Brushing aside renewed public concerns over capital punishment, the government executed a 68-year-old death row inmate Thursday morning for three “brutal” and “selfish” murders committed seven years ago. Two of the victims were children.
In November 2007, Masanori Kawasaki sneaked into the Kagawa Prefecture home of Keiko Miura, his 58-year-old sister-in-law, and stabbed her multiple times. He also knifed to death the victim’s two grandchildren, Akane Yamashita, 5, and Ayana, 3. Kawasaki then buried their bodies nearby.
The Supreme Court finalized his death penalty in July 2012.
Thursday’s execution comes as public concern over capital punishment flared anew in March after the release of Iwao Hakamada, the world’s longest-serving death row inmate, upon a review of the DNA evidence that found Hakamada spent nearly five decades behind bars for murders he almost certainly didn’t commit.
Japan and the United States are the only Group of Eight industrialized nations that put people to death.
At a news conference after the hanging, Justice Minister Sadakazu Tanigaki condemned Kawasaki’s deeds as “brutal” and “driven by selfish reasons,” noting the killings left kin grief-stricken to an “unimaginable degree.”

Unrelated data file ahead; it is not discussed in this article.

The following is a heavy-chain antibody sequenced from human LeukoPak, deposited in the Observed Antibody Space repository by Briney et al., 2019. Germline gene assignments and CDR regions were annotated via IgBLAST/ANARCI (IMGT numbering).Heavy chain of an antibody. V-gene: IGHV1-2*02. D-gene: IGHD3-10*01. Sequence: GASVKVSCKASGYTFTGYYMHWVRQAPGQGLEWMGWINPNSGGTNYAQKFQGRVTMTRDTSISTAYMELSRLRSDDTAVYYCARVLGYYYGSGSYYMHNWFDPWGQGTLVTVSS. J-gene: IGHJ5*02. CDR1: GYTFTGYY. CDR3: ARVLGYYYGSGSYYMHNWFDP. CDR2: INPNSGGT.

As he did following previous executions, Tanigaki defended the hanging as the outcome of “careful scrutiny.”
“We went over his case repeatedly before greenlighting his hanging,” Tanigaki said.
Of the 129 inmates now on death row, 89 are seeking retrials and 24 amnesty.
When asked to comment on the timing of the hanging, Tanigaki declined to elaborate.
“As justice minister, I consider it my highest priority to do everything in my capacity to confirm if an individual really committed the deed they are held culpable for” to avoid wrongful executions, he said.
Tanigaki added that he doesn’t think the capital punishment system needs to be reviewed at this time.
Human rights group Amnesty International was quick to express outrage, saying the hanging ignored the global community’s calls on Japan to end the “dehumanizing” practice.
Regarding the Hakamada incident, the group said the government is deeply reproachable for leaving him exposed to the terror of a looming execution for nearly five decades despite “extremely high odds of his innocence.”
“The government should take this fact seriously and do its utmost to overhaul the current criminal justice system. And as a first step for that, we believe it’s imperative capital punishment be suspended immediately,” the group said, adding that few details of the death penalty are disclosed to the public. The Japan Federation of Bar Association, too, issued a statement demanding capital punishment be halted and more information be disclosed to the public to spur a robust debate on the issue.